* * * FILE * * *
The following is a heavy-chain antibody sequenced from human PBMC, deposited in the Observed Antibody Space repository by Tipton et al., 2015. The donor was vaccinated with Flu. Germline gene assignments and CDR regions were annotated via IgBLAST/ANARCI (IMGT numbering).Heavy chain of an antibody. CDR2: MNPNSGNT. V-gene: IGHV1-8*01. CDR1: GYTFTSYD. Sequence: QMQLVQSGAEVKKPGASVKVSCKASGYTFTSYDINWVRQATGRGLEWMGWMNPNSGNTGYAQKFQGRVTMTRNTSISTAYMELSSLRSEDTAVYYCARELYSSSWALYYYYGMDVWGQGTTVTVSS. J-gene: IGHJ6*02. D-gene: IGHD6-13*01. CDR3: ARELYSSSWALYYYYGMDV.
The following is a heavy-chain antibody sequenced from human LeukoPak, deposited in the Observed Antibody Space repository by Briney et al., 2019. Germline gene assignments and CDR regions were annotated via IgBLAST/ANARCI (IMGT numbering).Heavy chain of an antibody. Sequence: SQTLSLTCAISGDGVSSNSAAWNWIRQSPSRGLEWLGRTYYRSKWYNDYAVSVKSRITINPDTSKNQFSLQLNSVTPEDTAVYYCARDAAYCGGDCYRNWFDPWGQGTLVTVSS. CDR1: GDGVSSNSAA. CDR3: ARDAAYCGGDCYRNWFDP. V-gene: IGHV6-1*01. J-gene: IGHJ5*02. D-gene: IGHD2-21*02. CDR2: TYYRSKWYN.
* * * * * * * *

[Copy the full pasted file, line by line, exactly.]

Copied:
The following is a heavy-chain antibody sequenced from human PBMC, deposited in the Observed Antibody Space repository by Tipton et al., 2015. The donor was vaccinated with Flu. Germline gene assignments and CDR regions were annotated via IgBLAST/ANARCI (IMGT numbering).Heavy chain of an antibody. CDR2: MNPNSGNT. V-gene: IGHV1-8*01. CDR1: GYTFTSYD. Sequence: QMQLVQSGAEVKKPGASVKVSCKASGYTFTSYDINWVRQATGRGLEWMGWMNPNSGNTGYAQKFQGRVTMTRNTSISTAYMELSSLRSEDTAVYYCARELYSSSWALYYYYGMDVWGQGTTVTVSS. J-gene: IGHJ6*02. D-gene: IGHD6-13*01. CDR3: ARELYSSSWALYYYYGMDV.
The following is a heavy-chain antibody sequenced from human LeukoPak, deposited in the Observed Antibody Space repository by Briney et al., 2019. Germline gene assignments and CDR regions were annotated via IgBLAST/ANARCI (IMGT numbering).Heavy chain of an antibody. Sequence: SQTLSLTCAISGDGVSSNSAAWNWIRQSPSRGLEWLGRTYYRSKWYNDYAVSVKSRITINPDTSKNQFSLQLNSVTPEDTAVYYCARDAAYCGGDCYRNWFDPWGQGTLVTVSS. CDR1: GDGVSSNSAA. CDR3: ARDAAYCGGDCYRNWFDP. V-gene: IGHV6-1*01. J-gene: IGHJ5*02. D-gene: IGHD2-21*02. CDR2: TYYRSKWYN.